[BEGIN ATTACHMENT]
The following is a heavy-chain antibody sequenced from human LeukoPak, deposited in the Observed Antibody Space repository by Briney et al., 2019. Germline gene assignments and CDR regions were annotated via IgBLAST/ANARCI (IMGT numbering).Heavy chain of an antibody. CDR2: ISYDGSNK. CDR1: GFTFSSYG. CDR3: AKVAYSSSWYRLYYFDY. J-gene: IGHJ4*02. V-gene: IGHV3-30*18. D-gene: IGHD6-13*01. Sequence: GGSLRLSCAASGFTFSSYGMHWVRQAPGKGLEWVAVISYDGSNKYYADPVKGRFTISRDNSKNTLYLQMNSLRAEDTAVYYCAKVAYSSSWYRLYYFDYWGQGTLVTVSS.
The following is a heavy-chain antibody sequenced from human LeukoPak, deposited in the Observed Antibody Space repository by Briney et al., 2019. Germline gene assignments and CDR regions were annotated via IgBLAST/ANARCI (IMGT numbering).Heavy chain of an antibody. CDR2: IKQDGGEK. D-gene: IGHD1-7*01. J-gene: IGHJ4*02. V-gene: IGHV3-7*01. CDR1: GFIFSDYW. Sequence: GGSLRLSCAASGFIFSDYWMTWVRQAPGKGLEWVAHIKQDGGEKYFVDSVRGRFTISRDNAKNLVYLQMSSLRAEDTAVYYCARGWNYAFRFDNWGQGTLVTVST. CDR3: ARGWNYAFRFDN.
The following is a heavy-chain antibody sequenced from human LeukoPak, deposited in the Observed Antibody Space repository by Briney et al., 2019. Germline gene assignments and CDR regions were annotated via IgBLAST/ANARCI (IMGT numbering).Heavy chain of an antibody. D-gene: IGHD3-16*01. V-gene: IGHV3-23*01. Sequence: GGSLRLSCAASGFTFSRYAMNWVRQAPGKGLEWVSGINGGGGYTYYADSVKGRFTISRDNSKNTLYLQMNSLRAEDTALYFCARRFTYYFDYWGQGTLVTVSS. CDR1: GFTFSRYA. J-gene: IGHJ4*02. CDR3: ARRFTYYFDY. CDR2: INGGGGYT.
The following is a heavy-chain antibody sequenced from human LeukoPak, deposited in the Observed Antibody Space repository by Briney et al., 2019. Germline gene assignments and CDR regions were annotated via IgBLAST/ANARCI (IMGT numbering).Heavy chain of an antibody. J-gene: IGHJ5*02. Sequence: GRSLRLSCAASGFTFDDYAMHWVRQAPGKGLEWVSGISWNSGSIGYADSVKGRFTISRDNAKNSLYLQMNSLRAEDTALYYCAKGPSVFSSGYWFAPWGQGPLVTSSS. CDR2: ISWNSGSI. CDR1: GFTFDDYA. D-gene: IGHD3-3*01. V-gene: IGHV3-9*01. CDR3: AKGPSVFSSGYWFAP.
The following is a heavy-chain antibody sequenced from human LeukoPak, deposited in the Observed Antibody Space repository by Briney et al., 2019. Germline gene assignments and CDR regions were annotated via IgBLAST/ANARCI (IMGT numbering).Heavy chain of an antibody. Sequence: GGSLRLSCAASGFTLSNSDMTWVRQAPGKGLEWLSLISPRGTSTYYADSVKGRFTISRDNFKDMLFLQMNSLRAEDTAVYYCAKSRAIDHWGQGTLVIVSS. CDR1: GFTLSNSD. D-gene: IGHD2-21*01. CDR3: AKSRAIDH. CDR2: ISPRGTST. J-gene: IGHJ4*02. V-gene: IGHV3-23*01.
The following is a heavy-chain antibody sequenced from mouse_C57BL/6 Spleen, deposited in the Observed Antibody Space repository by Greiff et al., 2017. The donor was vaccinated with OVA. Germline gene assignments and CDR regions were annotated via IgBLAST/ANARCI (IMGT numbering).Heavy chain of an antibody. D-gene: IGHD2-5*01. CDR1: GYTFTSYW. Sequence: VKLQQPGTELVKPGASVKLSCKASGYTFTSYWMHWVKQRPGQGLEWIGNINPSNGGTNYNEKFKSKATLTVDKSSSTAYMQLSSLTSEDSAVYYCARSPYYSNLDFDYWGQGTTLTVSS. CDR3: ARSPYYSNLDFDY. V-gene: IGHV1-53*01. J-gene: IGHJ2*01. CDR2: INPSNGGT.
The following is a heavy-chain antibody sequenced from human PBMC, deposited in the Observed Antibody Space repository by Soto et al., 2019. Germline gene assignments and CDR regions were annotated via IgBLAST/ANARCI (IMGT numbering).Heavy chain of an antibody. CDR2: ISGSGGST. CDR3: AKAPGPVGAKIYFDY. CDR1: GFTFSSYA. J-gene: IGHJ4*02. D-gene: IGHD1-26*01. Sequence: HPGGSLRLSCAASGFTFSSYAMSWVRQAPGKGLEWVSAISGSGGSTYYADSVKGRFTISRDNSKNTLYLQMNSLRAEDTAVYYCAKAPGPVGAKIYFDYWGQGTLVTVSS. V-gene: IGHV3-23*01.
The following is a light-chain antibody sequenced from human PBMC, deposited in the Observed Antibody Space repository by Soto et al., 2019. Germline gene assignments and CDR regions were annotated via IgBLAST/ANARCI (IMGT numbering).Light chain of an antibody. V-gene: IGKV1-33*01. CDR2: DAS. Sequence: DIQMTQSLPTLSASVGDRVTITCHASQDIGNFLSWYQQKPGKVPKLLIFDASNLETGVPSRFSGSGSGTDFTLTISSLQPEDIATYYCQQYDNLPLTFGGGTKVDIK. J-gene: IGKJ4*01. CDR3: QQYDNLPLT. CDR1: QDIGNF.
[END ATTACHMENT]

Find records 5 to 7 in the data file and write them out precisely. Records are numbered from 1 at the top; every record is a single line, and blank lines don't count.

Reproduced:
The following is a heavy-chain antibody sequenced from human LeukoPak, deposited in the Observed Antibody Space repository by Briney et al., 2019. Germline gene assignments and CDR regions were annotated via IgBLAST/ANARCI (IMGT numbering).Heavy chain of an antibody. Sequence: GGSLRLSCAASGFTLSNSDMTWVRQAPGKGLEWLSLISPRGTSTYYADSVKGRFTISRDNFKDMLFLQMNSLRAEDTAVYYCAKSRAIDHWGQGTLVIVSS. CDR1: GFTLSNSD. D-gene: IGHD2-21*01. CDR3: AKSRAIDH. CDR2: ISPRGTST. J-gene: IGHJ4*02. V-gene: IGHV3-23*01.
The following is a heavy-chain antibody sequenced from mouse_C57BL/6 Spleen, deposited in the Observed Antibody Space repository by Greiff et al., 2017. The donor was vaccinated with OVA. Germline gene assignments and CDR regions were annotated via IgBLAST/ANARCI (IMGT numbering).Heavy chain of an antibody. D-gene: IGHD2-5*01. CDR1: GYTFTSYW. Sequence: VKLQQPGTELVKPGASVKLSCKASGYTFTSYWMHWVKQRPGQGLEWIGNINPSNGGTNYNEKFKSKATLTVDKSSSTAYMQLSSLTSEDSAVYYCARSPYYSNLDFDYWGQGTTLTVSS. CDR3: ARSPYYSNLDFDY. V-gene: IGHV1-53*01. J-gene: IGHJ2*01. CDR2: INPSNGGT.
The following is a heavy-chain antibody sequenced from human PBMC, deposited in the Observed Antibody Space repository by Soto et al., 2019. Germline gene assignments and CDR regions were annotated via IgBLAST/ANARCI (IMGT numbering).Heavy chain of an antibody. CDR2: ISGSGGST. CDR3: AKAPGPVGAKIYFDY. CDR1: GFTFSSYA. J-gene: IGHJ4*02. D-gene: IGHD1-26*01. Sequence: HPGGSLRLSCAASGFTFSSYAMSWVRQAPGKGLEWVSAISGSGGSTYYADSVKGRFTISRDNSKNTLYLQMNSLRAEDTAVYYCAKAPGPVGAKIYFDYWGQGTLVTVSS. V-gene: IGHV3-23*01.